Hi Michael,

Congratulations on your latest book Heart Sister as well as your successful writing career. I spent a fair bit of time on your website – so much great stuff there.

Front cover image of Heart Sister of the inside of a person with illustrations of various organs but not in the right places
Heart Sister by Ottawa author Michael F. Stewart

Q. There was a lot of sadness in Heart Sister, but you didn’t see it until almost the end. It was an interesting way of showing how everyone processes grief and loss differently and at different times. Is there a reason why you wrote the book this way?
A. Great question. It has to do with Emmitt’s arc as a character. It really is a classic character arc where he goes from striving to achieve what he wants: To bring his sister back. To getting what he really needs: To face the loss of his sister. So, at the beginning of the book, he isn’t yet beyond the first phase of grieving, denial. The grief is there, but it’s not shown on the page.

Q. Emmitt is an interesting character. He is obviously kind and thoughtful, but makes some – in my opinion – morally suspect decisions. Why was it important to show both sides of Emmitt and why did you show it in this way?
A. I suppose the question I asked myself, is to what lengths might I go to if I needed something desperately? Would I break the law? Maybe not at first, but it isn’t until Emmitt is well and truly thwarted that he takes this step.

I like narratives where the protagonist gets caught up in their own escalation, where one thing leads to the next until suddenly they face legal action if they’re caught. Also, moral acts need to be weighed against the stakes, or perceived stakes. He’s not just finding his Heart Sister; he’s saving his mom.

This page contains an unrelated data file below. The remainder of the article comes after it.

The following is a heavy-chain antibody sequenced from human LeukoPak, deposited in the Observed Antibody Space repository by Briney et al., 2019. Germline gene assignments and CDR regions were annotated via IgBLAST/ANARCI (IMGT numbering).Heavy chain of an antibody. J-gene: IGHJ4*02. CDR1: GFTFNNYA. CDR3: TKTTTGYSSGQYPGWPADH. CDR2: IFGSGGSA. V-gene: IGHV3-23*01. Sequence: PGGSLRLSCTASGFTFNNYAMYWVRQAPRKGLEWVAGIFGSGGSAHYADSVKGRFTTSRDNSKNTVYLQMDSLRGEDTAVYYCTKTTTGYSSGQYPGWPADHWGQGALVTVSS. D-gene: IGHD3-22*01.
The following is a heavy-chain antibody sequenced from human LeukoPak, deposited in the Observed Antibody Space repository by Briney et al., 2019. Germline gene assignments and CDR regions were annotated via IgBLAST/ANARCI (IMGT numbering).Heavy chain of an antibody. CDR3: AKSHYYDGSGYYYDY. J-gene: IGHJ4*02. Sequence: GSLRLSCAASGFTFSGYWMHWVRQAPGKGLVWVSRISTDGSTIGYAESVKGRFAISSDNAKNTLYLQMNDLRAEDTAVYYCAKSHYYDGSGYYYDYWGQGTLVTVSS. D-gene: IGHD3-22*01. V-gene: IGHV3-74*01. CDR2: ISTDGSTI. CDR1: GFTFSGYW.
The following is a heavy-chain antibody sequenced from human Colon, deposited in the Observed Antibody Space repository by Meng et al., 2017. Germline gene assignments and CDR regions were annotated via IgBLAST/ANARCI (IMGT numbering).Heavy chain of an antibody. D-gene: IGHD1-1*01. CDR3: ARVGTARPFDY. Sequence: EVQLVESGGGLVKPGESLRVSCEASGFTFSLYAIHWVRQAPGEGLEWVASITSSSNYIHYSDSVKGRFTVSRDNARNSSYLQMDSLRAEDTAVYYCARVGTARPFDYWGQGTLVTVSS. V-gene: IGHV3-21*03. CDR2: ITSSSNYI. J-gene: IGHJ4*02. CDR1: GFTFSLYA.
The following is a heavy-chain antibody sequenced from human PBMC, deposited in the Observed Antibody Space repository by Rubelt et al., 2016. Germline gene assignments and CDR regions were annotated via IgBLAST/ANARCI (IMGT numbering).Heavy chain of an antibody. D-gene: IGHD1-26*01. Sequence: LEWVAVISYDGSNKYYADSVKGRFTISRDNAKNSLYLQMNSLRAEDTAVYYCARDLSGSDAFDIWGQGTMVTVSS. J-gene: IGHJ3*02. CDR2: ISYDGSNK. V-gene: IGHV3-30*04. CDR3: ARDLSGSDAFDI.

Q. Your secondary characters were interesting. Emmitt finds many of them lacking for reasons that make sense as you read the book. Why did you create characters that were flawed in these various ways. Why was that important?
A. The other recipients needed to be flawed for a couple of reasons. The first was to escalate the need for Emmitt to identify his Heart Sister. To make it so that she was his last and only hope. The second reason was to show growth. Emmitt, in his grief, isn’t rational, and he comes to idealize his Heart Sister in part through the flaws of the other recipients. But he also comes to see real change in them, and the capacity to see the difference his sister made by being a donor.

Q. You dedicate your book to your brother and your brother’s heart sister and her family. Is communications really censored for personal information? Can your family, if they chose, met with your brother’s heart sister’s family? Do you agree with this rule? How is your brother now?
A. I’ll let me brother write his own story, but yes, in Ontario you cannot make contact with your donor family without it being censored of personal information. Even if you both want to connect. As far as I know, B.C. (British Columbia) recently changed this rule. The debate over the pros and cons of this rule are a really interesting topic for a class to discuss!

Q. Why is signing up to be a donor important? Why is it equally important to tell people your wishes?
A. Telling loved ones your wishes is actually the most important part because they will be the ones making the decision. Telling them your wishes, in part by registering, eases their having to make a difficult decision in a time of great pain.

Q. Why sign up to be a donor?
A. It’s not only that you can save lives and help scores of others, but you’re also becoming a part of the cheering section for those on the waiting list for an organ. It’s unlikely that your organ will ever be needed, but statistically somebody’s will be, all the other people are showing they care, that they’re willing to be a donor if they no longer have a use for their organs. Many families report that their loved one’s organ donation gave them great solace.

Q. Organ donation is still a bit of a taboo subject. Why do you think that is? Why is it important to talk about it?
A. It’s funny isn’t it? It feels a little taboo, but only I think because we don’t like to talk about death. A lot of my next book is dedicated to talking about death, to normalize it, and to use death as a tool to think about how best to live.

Q. Why did you decide you wanted to write a story about this topic?